As mentioned, you can test if your current shell instance is a login shell by issuing shopt login_shell on your prompt.

  • Is the way to have the shell launch in the current directory? An example of what I desire is the following cd ~/Projects ; screen ; pwd #=> ~/Projects. However, what I get after adding shell -$SHELL to my ~/.screenrc is cd ~/Projects ; screen ; pwd #=> ~/
    – rudolph9
    Commented Aug 12, 2017 at 1:27

Depending on how you're used to running Bash, you may be running a login shell. When you run screen, you're running a non-login interactive shell.

The difference is in which startup scripts are run.

  • /etc/bash.bashrc then ~/.bashrc are sourced when a non-login interactive shell is started

  • /etc/profile then the first found of ~/.bash_profile, ~/.bash_login, and ~/.profile are sourced when an interactive login shell is started

This may be affecting you.

I would also check to see if $TERM is different.


screen doesn't replace bash, it runs it, or any other shell. maybe it's running csh, zsh, or bash but with different paramters.

the first thing i would try is to check with ps and /proc/<pid>/cmdline to be sure that it's using the same shell with same parameters as login does.

after that, check /etc/screenrc and any other file mentioned at man screen FILES section.

  • I ran a ps command and it shows that bash is running (this is a ps command inside of screen) ... I got the color working (above) just need tab completion.
    – thornomad
    Commented Mar 26, 2010 at 10:37

I had the same problem, when I ran screen I lost the cool PS1 color prompt I had craftily found :P.

Issue is I was running it like this in ~/.bash_profile

PS1="\[\033[35m\]\t\[\033[m\]-\[\033[36m\]\u\[\033[m\]@\[\033[32m\]\h:\[\033[33;1m\]\w\[\033[m\]\$ "

That means that when screen was running the bash_profile the PS1 is not being carried over.

Fix is easy: add export to the PS1 statement in the ~./bash_profile to look like this :

export PS1="\[\033[35m\]\t\[\033[m\]-\[\033[36m\]\u\[\033[m\]@\[\033[32m\]\h:\[\033[33;1m\]\w\[\033[m\]\$ "

Like that the variable is not lost in the nested execution.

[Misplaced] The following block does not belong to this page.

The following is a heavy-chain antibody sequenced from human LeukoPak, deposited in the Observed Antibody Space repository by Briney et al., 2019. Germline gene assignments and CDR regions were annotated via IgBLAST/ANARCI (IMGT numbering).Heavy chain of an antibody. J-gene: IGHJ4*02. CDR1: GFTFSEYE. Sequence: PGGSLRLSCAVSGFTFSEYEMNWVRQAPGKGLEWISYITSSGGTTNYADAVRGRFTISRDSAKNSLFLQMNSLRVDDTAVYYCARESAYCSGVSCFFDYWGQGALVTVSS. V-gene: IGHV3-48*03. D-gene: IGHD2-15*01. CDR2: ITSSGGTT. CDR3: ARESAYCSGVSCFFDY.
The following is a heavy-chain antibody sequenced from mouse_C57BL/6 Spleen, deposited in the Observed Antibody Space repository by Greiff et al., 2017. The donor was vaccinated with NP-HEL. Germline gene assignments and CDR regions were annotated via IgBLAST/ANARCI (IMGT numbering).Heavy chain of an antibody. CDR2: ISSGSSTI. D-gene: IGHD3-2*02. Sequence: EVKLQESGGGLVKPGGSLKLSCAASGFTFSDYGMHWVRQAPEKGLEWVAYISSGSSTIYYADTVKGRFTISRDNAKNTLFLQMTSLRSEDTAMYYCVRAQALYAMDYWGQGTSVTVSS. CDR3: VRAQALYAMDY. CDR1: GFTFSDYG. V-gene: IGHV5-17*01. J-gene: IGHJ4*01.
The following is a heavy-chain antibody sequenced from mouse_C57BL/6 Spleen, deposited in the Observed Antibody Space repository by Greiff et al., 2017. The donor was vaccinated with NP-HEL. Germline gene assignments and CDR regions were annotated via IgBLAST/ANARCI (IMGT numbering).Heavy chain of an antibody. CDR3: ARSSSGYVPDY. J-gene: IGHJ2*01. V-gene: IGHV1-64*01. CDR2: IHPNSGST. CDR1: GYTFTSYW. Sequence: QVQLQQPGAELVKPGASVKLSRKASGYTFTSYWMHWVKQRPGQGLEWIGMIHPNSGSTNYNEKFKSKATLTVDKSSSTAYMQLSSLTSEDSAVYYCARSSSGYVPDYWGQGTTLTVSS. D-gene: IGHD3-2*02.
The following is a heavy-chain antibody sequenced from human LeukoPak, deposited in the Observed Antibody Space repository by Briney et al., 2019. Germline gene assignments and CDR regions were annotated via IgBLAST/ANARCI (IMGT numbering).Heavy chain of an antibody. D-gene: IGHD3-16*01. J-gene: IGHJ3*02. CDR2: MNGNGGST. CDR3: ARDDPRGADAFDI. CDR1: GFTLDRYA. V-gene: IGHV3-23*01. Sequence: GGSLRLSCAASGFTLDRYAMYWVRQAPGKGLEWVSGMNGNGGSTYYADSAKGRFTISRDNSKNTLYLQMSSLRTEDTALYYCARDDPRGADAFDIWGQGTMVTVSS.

Just want to add something about "defshell -bash" (which I just figured out, after months of head-scratching). When you do that, the child shell run by screen has $SHELL set to "bash", instead of "/bin/bash" like it normally would be. If you then run "script" inside your screen session, you get:

$ script
Script started, file is typescript
script: failed to execute bash: No such file or directory

Or at least that's what happens on my Ubuntu 14.04 box. The workaround I've been using is to run $ SHELL=/bin/bash script. I would imagine having $SHELL set wrong will break other stuff, but script is what I've noticed.


I'm using this snippet in my .profile before any shell initialization is started:

[ "$( which screen 2> /dev/null )" ] && {
    # Uncomment for old screen's (exit codes are lower by one)
    screen -q -ls
    if [ $? -gt ${_old_screen_base:-10} ]; then
        read -p "$(tput setaf 2)Found a running SCREEN sesion, attach?$(tput sgr0)[Y/n] " y >&2
        if [ "${y:-y}" = "y" -o "$y" = "Y" ]; then
            exec screen -aDR
        echo "$(tput setaf 3)No attachable SCREEN sessions found.$(tput sgr0)" >&2

Then, if there's no screen session is running, I… well, I just fall into standard shell prompt. If I plan to perform a lengthy task, I launch screen manually in my user's session and if I get disconnected, I just hop back and say "yes" to attach prompt.

The key point here is "before any shell initialization", so that when you already have a running screen session, it is already initialized with locale and other stuff and you do not need to redo it again.

You must log in to answer this question.

Not the answer you're looking for? Browse other questions tagged .